At one point, my dad and my brother-in-law came to a disagreement, and my brother-in-law departed. He wanted to be an entrepreneur. He identified with my dad as an entrepreneur, and he didn’t want to work for his wife and his sister-in-law. I had been leading larger and larger nonprofit organizations. I played a major role in convincing the NFL to come to Minnesota for the Super Bowl, and I then chaired the Super Bowl. I also chaired a big event for the National Endowment for the Arts and the National Endowment for the Humanities. I’d been enjoying leadership on an international scale in everything from academics to business and the arts, and I was encouraged to consider running for office. That was the point when my Dad said, “If you’re willing to make those kinds of sacrifices, then you can make a bigger difference with less compromise by leading our company.”

Even though Carlson has a global presence, you’ve managed to create a culture with a family feel. How have you been able to do that, and why is it important to you?

Capturing both the hearts and the minds of your employees is the key to success, particularly in a service industry. If you haven’t captured the hearts of your employees, they won’t capture the hearts of the consumers. If you’re in the restaurant or hotel business, you need to attract the kinds of people who extend themselves. In a sense, these are extensions of the home. We eat outside the home, but it’s still a break in our day and a time when we want to either relax or have an interchange with someone. It’s the same thing when we’re traveling. Even if we’re traveling on business and returning to the hotel, this is a time to renew, so we in the hospitality industry need to employ people who have a service heart.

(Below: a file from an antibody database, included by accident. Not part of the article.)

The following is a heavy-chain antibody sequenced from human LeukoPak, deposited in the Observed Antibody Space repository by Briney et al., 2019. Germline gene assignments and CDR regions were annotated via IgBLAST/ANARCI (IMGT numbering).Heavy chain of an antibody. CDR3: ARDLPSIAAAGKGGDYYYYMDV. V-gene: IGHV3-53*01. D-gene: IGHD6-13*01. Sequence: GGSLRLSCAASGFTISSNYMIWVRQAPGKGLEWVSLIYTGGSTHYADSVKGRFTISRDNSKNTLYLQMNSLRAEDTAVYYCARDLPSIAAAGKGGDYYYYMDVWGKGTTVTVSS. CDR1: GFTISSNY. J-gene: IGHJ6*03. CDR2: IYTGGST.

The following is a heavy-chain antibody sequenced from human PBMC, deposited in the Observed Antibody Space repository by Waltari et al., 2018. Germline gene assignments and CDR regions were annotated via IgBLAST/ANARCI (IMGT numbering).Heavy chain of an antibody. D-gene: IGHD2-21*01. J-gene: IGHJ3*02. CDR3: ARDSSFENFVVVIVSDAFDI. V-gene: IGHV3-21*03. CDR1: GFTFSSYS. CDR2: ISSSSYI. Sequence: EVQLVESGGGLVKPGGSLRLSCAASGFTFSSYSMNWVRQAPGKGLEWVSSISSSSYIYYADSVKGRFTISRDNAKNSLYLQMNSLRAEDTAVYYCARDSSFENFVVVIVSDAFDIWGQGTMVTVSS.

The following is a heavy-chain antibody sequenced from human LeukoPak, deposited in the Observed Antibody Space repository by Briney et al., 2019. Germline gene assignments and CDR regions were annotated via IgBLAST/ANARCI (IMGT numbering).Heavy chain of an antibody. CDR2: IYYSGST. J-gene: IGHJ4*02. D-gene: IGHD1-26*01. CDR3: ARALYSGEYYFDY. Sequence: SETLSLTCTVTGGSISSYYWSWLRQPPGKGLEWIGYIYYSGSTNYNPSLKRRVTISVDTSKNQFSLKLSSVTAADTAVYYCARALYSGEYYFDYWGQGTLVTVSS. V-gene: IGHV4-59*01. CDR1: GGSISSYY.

It has been extremely important for me to meet our employees face-to-face. I spend hours flying around the world, shaking hands, and greeting every single person in a call center or every single person in a hotel. I make a point of sharing our credo: “Whatever you do, do it with integrity. Wherever you go, go as a leader. Whomever you serve, serve with caring. Whenever you dream, dream with your all, and never, ever give up.”

We translate that into all languages. Recently, I traveled to Shanghai and spoke to 500 people who were being trained to open our Regent Hotel there. I made my presentation and announced I would like to teach them the credo. They then stood up, and together they proudly recited it in Mandarin – they had already learned it. They had used the credo to talk about our service model, and there were tactics and training around each aspect of the credo. I hope that we can maintain that, because we are an increasingly large company, and we now have a nonfamily CEO.

Each leader has to find an authentic style. As a mother, I have a nurturing and caring side to me, so it was particularly authentic for me to think of the company as a large global family. I believe that our philosophy of having a “service heart” will continue to distinguish Carlson.

As you have outlined, Carlson is a company built around human interaction. Is it challenging to balance technology with that all-important human touch?

Ideally, technology should be used to support productivity and enable customer service. Carlson has surpassed our biggest single corporate travel competitor, American Express. Both American Express and Carlson have continued to grow using the Internet, but our growth has been particularly strong, because we have balanced the technical with a very high level of service. In the hotel business, in many cases, being able to call people by name is prompted electronically. We’d love to think that our people just remember all their customers around the world, but that’s just not possible. There are various brands that have the kind of connectivity that can let hotel employees know who’s coming and what their guests’ preferences are. So even though it’s a global network, it feels familiar, and guests feel less stress, because their arrival is anticipated. Furthermore, our employees feel rewarded, because our guests show their appreciation by commenting positively.